No application for RGL travel to Singapore amid Japan's state of emergency: MFA

Chia Han Keong
·Editor
·2-min read
Tokyo's Haneda airport after the Japanese government announced restrictions on travel due to the rise of COVID-19 coronavirus infections across the country.
Tokyo's Haneda airport after the Japanese government announced restrictions on travel due to the rise of COVID-19 coronavirus infections across the country. (PHOTO: Philip FongAFP via Getty Images)

SINGAPORE — The Japanese government has suspended all its Business Track and Residence Track travel arrangements with other countries, including the Singapore-Japan Reciprocal Green Lane (RGL), from Thursday (14 January) until the state of emergency in the country is lifted.

Given the reciprocal nature of the RGL, Singapore’s Ministry of Foreign Affairs (MFA) said in a media statement on Friday that travellers will also not be able to apply to travel from Japan to Singapore using the RGL arrangement during this period of suspension.

Travellers who have already received approval to enter Singapore under the RGL can continue to do so, but should check with the Japanese embassy in Singapore with regard to the latest immigration regulations for their return to Japan.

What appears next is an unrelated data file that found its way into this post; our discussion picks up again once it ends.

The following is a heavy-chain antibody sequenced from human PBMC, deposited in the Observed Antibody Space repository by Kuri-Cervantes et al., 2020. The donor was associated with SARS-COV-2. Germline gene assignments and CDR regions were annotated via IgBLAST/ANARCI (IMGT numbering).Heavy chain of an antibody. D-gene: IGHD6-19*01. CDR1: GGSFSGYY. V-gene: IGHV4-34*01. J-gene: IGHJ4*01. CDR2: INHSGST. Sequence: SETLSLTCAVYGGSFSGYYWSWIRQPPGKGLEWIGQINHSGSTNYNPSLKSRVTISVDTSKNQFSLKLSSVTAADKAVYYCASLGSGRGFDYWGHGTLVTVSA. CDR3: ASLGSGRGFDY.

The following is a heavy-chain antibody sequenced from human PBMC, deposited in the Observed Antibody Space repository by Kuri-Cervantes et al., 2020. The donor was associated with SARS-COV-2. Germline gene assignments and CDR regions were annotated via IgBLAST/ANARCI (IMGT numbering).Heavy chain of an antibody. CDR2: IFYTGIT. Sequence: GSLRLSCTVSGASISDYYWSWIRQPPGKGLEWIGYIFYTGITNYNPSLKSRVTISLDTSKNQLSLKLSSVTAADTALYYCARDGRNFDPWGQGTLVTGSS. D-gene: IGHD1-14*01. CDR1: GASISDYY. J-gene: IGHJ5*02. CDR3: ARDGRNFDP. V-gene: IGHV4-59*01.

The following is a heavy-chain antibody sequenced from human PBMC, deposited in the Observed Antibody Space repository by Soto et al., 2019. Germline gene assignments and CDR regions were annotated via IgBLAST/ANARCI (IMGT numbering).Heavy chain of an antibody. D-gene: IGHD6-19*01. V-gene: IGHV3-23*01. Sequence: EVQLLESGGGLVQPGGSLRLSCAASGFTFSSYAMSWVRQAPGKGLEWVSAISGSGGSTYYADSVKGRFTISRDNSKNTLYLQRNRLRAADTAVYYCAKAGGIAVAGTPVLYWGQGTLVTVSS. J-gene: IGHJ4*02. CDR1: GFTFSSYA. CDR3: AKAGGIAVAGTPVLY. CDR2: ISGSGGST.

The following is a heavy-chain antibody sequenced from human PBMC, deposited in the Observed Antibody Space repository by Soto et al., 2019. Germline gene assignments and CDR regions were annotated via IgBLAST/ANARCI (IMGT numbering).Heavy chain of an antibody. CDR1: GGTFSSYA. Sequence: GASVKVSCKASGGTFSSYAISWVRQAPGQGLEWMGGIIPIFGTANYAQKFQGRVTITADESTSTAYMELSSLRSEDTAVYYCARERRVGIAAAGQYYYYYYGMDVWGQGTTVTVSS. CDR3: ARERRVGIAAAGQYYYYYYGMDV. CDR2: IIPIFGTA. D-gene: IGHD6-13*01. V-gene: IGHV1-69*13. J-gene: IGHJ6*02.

Singapore work-pass holders from Japan may continue to use the Work Pass Holder General Lane for entry into Singapore.

Long-term residents of Japan who are planning to travel to, or who are already in Singapore may also wish to check with the Japanese embassy in Singapore on the latest regulations regarding re-entry into Japan.

All travellers entering Singapore will be subject to prevailing health requirements.

State of emergency affecting more than half of Japan population

Amid a surge of COVID-19 infections in the country, Japan had announced a temporary ban on the entry of all non-resident foreign nationals into the country from 28 December to 31 January.

On Wednesday, it also expanded its coronavirus state of emergency from Tokyo and three nearby prefectures – originally announced on 7 January – to seven more prefectures in western and central Japan, affecting more than half of its population.

In these affected areas, bars and restaurants have to be closed by 8pm, employers must have 70 per cent of their staff to work from home, and residents must avoid going out for non-essential purposes.

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